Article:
Why does the string "Hello World !" print only 5 times, while maxProcessLoops (the number of time steps) is set to 10? This is because each time Hello or World sends an asynchronous message during a given time step, it is only received and processed by its partner during the next time step. This is an event-driven system. All messages sent using the sendMessage() operation are placed in a queue for processing during the next time step. The exchange of messages is shown visually in the following UML sequence diagram. In some of the larger sample applications, multiple Xholon instances send messages during the same time step.

Hello World - Sequence Diagram

Alternatively you can execute the model using the Xholon GUI. Run java -classpath $CLASSPATH org.primordion.xholon.app.Xhn or java org.primordion.xholon.app.Xhn (Unix/Linux or Windows DOS) rather than AppMyHello on the command line. Select File --> Open --> MyHello --> MyHello_xhn.xml. Expand the Controller node, and press Start. The Xholon GUI (based on the Java JTree class) should display the system as shown in the following diagram. As you select different nodes in the Model --> CompositeStructureHierarchy tree, the viewer will display at the bottom of the graphic whatever you have programmed in the toString() function of your behavior class (XhMyHello.java). In the graphic, each Xholon instance has a name consisting of the class name plus a unique numeric id. Hello and World each have a single port that connects to the other active object. After starting the app, the state for Hello will be set to 1, while the World state is 0. Examine the XhMyHello code to see why they have different states.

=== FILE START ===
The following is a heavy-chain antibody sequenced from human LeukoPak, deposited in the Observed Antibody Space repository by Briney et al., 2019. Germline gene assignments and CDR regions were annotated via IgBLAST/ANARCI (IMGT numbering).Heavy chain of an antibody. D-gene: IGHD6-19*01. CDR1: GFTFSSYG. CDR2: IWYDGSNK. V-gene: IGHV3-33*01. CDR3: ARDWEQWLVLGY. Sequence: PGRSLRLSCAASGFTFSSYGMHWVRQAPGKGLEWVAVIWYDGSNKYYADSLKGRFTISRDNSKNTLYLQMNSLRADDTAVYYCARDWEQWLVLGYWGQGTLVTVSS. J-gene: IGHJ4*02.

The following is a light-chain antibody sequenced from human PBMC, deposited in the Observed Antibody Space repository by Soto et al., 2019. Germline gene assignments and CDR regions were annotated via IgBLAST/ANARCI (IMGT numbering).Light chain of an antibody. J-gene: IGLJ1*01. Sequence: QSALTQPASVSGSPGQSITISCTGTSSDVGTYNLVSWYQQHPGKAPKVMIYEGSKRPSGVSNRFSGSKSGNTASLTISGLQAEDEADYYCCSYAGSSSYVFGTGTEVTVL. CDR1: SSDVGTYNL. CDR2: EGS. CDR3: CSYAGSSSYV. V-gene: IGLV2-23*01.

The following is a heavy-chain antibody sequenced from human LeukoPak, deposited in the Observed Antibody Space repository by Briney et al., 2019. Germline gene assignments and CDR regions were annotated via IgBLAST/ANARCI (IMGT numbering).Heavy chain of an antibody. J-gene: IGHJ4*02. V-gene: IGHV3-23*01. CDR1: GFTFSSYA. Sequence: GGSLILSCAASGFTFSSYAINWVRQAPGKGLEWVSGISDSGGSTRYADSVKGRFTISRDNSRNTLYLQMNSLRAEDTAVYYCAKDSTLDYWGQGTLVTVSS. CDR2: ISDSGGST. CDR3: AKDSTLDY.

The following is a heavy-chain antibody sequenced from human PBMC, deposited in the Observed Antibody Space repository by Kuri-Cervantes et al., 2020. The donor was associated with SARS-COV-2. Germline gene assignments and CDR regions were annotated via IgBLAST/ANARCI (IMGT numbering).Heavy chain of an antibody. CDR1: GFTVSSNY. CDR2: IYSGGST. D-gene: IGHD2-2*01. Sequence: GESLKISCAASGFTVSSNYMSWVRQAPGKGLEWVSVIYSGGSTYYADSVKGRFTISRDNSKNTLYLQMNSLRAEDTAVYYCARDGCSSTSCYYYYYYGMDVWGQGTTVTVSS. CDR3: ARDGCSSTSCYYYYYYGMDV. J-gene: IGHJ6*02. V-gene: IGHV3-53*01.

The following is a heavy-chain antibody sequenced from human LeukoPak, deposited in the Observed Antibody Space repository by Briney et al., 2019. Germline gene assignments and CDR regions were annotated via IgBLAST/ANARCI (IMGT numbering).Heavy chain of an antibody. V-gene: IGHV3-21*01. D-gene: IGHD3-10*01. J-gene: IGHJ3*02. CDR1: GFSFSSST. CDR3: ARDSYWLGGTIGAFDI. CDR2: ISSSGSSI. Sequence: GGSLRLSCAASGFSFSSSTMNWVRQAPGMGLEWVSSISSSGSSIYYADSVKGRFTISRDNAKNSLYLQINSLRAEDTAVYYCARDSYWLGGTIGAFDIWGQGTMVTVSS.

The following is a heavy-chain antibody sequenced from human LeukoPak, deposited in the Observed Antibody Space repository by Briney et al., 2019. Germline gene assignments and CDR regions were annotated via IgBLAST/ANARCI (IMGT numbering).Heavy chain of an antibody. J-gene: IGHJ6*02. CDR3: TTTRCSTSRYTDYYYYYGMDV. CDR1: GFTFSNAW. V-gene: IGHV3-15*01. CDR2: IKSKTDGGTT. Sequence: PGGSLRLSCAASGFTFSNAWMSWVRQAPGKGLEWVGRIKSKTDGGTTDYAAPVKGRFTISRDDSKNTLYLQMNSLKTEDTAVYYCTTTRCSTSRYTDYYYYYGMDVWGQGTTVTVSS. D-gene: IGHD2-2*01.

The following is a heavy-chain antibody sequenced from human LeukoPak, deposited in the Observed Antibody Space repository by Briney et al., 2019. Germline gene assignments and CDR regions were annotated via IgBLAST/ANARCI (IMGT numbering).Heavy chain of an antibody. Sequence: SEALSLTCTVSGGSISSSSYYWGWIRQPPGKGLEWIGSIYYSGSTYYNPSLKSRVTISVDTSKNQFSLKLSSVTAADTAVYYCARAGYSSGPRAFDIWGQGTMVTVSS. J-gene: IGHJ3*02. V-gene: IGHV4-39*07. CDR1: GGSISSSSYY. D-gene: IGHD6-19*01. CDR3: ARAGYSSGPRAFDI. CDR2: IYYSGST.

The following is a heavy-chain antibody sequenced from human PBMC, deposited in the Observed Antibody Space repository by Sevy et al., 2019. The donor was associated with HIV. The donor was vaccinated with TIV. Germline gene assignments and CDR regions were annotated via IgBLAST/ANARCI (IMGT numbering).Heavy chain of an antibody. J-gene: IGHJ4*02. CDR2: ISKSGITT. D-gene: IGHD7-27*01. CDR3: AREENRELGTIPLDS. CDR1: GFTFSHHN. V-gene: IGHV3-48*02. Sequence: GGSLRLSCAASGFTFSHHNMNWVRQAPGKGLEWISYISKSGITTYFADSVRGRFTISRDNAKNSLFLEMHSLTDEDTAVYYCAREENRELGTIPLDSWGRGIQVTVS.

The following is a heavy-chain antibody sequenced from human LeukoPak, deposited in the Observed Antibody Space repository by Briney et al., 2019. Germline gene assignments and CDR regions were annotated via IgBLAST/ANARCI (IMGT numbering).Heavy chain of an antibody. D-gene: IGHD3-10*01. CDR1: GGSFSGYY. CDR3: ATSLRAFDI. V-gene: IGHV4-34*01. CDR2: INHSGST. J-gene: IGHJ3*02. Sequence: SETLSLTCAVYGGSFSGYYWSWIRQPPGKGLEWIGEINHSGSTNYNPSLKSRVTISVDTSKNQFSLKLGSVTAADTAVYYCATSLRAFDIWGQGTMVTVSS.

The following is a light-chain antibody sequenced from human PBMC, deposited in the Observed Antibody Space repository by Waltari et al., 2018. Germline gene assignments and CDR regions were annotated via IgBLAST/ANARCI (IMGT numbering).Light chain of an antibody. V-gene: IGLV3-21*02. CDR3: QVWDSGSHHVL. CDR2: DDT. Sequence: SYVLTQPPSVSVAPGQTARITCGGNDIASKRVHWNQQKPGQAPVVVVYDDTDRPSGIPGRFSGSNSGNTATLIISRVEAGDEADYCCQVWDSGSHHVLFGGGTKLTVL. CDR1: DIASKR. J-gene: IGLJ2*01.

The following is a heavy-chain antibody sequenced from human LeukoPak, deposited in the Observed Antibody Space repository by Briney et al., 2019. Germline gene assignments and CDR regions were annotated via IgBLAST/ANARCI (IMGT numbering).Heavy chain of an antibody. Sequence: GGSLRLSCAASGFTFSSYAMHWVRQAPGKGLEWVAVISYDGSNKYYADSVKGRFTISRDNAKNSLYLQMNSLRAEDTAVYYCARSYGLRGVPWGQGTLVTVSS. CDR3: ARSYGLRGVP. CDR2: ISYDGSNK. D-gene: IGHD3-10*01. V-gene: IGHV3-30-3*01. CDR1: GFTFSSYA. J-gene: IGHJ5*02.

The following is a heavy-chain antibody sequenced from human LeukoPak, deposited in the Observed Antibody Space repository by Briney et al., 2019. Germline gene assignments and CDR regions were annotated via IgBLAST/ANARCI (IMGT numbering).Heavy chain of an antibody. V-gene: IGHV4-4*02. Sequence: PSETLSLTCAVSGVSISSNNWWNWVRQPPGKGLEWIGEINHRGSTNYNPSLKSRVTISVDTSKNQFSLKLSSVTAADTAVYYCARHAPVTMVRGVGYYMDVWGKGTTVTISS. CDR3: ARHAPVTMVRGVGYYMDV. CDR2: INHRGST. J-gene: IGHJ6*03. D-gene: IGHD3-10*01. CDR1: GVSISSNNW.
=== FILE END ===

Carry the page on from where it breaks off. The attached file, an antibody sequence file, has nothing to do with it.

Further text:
Xholon GUI

This tutorial has walked you through the creation of a simple system using the Xholon runtime framework. To summarize, here are the steps we followed to model and implement a simple Xholon application:

  1. Decide what xholon classes are needed in the model, and organize them into an inheritance hierarchy.
  2. Model the xholon composite stucture hierarchy.
  3. Model the interaction paths (ports) between xholons.
  4. Create a main configuration file.
  5. Optionally write detailed information about the application, that users can browse at run-time.
  6. Write a Java Application class.
  7. Write a Java class that implements the required xholon activities, organized as a set of simple state machines that pass messages back and forth.
  8. Write or generate a Java class that contains IDs for each xholon class.
  9. Compile and execute the model.
  10. Inspect the executing model using the Xholon GUI.